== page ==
Well, we know that Microsoft and Google have apparently been giving a feed of data to the NSA for quite some time, now.

Please be a bit precise here. What exactly is claimed have Microsoft and Google given to the NSA? And how exactly do we "know"?

No such thing (5, Insightful)

Anonymous Coward | about a year ago | (#44083059)

Security should begin at the hardware level, the kernel should be inaccessible from a hardware perspective. The next best thing is a complete secure OS, so your options are limited to something like TAILS.

https://tails.boum.org/

I wouldn't say its 100% secure, its certainly not, but it does raise the bar a little and for them to use anything against you, they would need to admit to having the ability to break encryption. That's not going to happen. That said, always be careful as it will be used in other ways should it be required.

Other than that, there is no such thing as "safe".

Re:No such thing (5, Interesting)

UltraZelda64 (2309504) | about a year ago | (#44083217)

I was thinking Incognito/TAILS, exactly. Those guys seem incredibly serious about privacy and security. I haven't messed a whole lot with it myself lack of memory, no discs to spare, runs like crap in a VM...), but I recall it even featured Tor and a Tor Firefox extension and it had strict rules about *not* allowing certain "convenience" features in the name of privacy (ie. swap partition). No doubt, with security features and precautions like those, its Firefox browser is probably locked tight as hell by default.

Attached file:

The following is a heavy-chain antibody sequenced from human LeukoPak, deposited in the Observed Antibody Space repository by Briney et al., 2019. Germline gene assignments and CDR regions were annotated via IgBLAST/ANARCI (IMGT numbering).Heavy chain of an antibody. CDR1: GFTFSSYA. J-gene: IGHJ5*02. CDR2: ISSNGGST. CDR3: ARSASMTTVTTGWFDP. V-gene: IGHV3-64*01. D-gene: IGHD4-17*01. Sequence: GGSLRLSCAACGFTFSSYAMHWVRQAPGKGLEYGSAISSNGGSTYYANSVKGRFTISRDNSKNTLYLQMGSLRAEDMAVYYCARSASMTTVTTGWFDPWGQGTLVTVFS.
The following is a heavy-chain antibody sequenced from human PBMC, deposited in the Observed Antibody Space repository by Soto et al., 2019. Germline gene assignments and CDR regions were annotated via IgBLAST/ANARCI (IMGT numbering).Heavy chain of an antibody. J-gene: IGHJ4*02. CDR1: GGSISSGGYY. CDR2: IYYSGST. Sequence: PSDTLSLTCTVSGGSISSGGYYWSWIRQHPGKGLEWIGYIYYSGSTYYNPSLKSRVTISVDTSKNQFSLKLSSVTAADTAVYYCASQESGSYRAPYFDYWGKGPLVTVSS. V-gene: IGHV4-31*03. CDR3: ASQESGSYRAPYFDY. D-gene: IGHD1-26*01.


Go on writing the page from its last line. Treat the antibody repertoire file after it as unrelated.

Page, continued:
Aside from this, I figure with all the extensions available and some additional services, you could help to protect yourself. You could start by doing the usual in your browser (disable third-party cookies, install the Adblock Plus, NoScript and DoNotTrackMe extensions, etc.). Reduce your reliance on American companies and/or servers. Example: Since Google's going to be killing off Talk/XMPP support, I decided to look around for alternatives, and chose many XMPP servers to test and decide which one to use. I originally was interested in performance and was going to choose one closest to me, in my own country if possible (the United States). Now, I am almost 100% certain my primary XMPP account will *not* be on an American server, unless I happen to decide to try my hand at setting up and maintaining my own XMPP server.

And... services. Obviously Tor can work as in Incognito if you want to use that, but another option would be a VNC provider. Specifically, one that respects your privacy (ie. does not store any more log data than they need to operate), and possible more importantly--again--one that is not in the United States. I'm not sure of a good VNC provider, but I can say that it's pretty pathetic when you are forced to subscribe to and pay a foreign provider just to try to ensure your own privacy. But, well, it looks like the U.S. government has no end in sight when it comes to royally fucking up own economy.

And last... you run Windows? Mac? Might want to change your operating system. It's already been discovered that various U.S. government agencies have deals with Microsoft to learn about zero-day exploits before anyone else in the world... who knows what other deals they might have, or what other American companies also have deals. Definite possibility of backdoors as well.